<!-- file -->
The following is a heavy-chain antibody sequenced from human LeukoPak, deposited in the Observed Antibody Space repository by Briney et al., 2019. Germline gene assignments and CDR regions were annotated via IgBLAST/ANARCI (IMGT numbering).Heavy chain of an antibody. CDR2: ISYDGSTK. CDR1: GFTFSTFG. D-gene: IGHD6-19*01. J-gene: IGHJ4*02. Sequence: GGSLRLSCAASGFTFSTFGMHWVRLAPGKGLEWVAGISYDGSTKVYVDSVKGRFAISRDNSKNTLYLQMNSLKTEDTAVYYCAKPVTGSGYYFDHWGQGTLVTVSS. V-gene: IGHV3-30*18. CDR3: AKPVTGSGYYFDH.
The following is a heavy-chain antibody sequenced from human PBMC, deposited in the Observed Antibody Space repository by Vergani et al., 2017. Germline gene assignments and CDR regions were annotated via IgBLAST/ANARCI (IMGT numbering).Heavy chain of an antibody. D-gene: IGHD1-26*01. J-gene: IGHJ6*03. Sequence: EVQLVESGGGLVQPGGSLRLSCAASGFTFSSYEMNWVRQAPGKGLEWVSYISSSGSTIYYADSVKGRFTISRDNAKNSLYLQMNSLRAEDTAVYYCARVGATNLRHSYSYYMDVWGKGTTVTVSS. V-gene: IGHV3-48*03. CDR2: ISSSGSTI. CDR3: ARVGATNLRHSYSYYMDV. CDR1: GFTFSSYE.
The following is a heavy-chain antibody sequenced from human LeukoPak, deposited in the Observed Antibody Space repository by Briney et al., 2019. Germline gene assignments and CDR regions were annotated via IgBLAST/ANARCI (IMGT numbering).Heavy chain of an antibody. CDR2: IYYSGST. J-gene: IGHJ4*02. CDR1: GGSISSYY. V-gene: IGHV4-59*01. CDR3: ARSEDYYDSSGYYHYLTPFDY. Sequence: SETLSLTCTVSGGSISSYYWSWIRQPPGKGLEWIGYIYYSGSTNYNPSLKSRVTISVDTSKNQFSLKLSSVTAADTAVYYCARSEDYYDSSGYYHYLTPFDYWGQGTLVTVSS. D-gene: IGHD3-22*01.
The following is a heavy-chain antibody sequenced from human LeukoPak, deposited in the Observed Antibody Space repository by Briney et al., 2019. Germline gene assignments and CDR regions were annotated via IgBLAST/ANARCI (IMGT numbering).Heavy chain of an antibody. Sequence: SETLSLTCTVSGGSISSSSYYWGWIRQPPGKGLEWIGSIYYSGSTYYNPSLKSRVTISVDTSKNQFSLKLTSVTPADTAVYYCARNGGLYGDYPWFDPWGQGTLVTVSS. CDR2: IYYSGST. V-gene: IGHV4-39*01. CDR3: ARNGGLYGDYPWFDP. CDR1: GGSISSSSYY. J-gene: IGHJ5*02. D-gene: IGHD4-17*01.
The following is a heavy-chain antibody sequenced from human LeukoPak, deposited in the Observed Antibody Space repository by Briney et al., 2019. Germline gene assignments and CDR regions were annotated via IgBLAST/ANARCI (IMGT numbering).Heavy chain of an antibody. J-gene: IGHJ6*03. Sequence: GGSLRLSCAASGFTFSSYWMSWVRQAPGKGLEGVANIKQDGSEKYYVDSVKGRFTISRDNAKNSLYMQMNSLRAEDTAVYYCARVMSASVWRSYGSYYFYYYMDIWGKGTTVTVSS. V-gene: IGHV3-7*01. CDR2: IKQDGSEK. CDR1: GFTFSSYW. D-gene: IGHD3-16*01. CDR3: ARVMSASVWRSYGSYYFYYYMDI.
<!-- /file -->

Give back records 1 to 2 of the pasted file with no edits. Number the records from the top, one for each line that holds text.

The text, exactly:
The following is a heavy-chain antibody sequenced from human LeukoPak, deposited in the Observed Antibody Space repository by Briney et al., 2019. Germline gene assignments and CDR regions were annotated via IgBLAST/ANARCI (IMGT numbering).Heavy chain of an antibody. CDR2: ISYDGSTK. CDR1: GFTFSTFG. D-gene: IGHD6-19*01. J-gene: IGHJ4*02. Sequence: GGSLRLSCAASGFTFSTFGMHWVRLAPGKGLEWVAGISYDGSTKVYVDSVKGRFAISRDNSKNTLYLQMNSLKTEDTAVYYCAKPVTGSGYYFDHWGQGTLVTVSS. V-gene: IGHV3-30*18. CDR3: AKPVTGSGYYFDH.
The following is a heavy-chain antibody sequenced from human PBMC, deposited in the Observed Antibody Space repository by Vergani et al., 2017. Germline gene assignments and CDR regions were annotated via IgBLAST/ANARCI (IMGT numbering).Heavy chain of an antibody. D-gene: IGHD1-26*01. J-gene: IGHJ6*03. Sequence: EVQLVESGGGLVQPGGSLRLSCAASGFTFSSYEMNWVRQAPGKGLEWVSYISSSGSTIYYADSVKGRFTISRDNAKNSLYLQMNSLRAEDTAVYYCARVGATNLRHSYSYYMDVWGKGTTVTVSS. V-gene: IGHV3-48*03. CDR2: ISSSGSTI. CDR3: ARVGATNLRHSYSYYMDV. CDR1: GFTFSSYE.